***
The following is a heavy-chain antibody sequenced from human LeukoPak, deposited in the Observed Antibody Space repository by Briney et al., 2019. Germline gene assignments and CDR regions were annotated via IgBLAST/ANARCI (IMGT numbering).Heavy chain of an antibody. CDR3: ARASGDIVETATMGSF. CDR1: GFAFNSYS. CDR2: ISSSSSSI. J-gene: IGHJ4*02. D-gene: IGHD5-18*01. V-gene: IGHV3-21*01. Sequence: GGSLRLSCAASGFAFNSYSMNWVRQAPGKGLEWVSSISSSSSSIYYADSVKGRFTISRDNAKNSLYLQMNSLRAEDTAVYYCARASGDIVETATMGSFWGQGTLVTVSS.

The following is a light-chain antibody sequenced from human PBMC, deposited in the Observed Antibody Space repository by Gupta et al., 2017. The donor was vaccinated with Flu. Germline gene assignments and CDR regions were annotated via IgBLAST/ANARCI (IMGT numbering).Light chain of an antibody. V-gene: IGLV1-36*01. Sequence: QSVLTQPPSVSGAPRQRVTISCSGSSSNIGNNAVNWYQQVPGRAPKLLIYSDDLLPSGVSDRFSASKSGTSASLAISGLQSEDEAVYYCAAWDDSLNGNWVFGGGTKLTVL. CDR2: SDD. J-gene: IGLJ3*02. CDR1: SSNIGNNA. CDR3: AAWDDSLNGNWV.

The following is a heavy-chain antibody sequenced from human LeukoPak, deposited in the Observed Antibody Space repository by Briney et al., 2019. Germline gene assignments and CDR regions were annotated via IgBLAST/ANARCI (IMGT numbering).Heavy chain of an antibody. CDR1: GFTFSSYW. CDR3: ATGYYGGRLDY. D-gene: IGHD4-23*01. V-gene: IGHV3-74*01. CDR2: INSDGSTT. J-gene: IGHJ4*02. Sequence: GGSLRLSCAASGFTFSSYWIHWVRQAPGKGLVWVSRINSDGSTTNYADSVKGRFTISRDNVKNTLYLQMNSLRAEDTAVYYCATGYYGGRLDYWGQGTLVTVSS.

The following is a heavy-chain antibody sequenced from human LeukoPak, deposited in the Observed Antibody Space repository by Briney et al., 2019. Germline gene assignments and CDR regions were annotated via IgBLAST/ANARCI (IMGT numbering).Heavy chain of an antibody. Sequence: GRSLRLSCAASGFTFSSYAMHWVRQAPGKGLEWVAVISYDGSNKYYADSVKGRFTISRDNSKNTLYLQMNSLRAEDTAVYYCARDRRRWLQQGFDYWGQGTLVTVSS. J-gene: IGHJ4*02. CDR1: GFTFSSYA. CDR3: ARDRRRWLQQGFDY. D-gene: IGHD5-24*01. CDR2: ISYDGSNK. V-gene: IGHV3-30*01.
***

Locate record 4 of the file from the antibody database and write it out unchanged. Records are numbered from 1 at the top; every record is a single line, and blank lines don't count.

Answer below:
The following is a heavy-chain antibody sequenced from human LeukoPak, deposited in the Observed Antibody Space repository by Briney et al., 2019. Germline gene assignments and CDR regions were annotated via IgBLAST/ANARCI (IMGT numbering).Heavy chain of an antibody. Sequence: GRSLRLSCAASGFTFSSYAMHWVRQAPGKGLEWVAVISYDGSNKYYADSVKGRFTISRDNSKNTLYLQMNSLRAEDTAVYYCARDRRRWLQQGFDYWGQGTLVTVSS. J-gene: IGHJ4*02. CDR1: GFTFSSYA. CDR3: ARDRRRWLQQGFDY. D-gene: IGHD5-24*01. CDR2: ISYDGSNK. V-gene: IGHV3-30*01.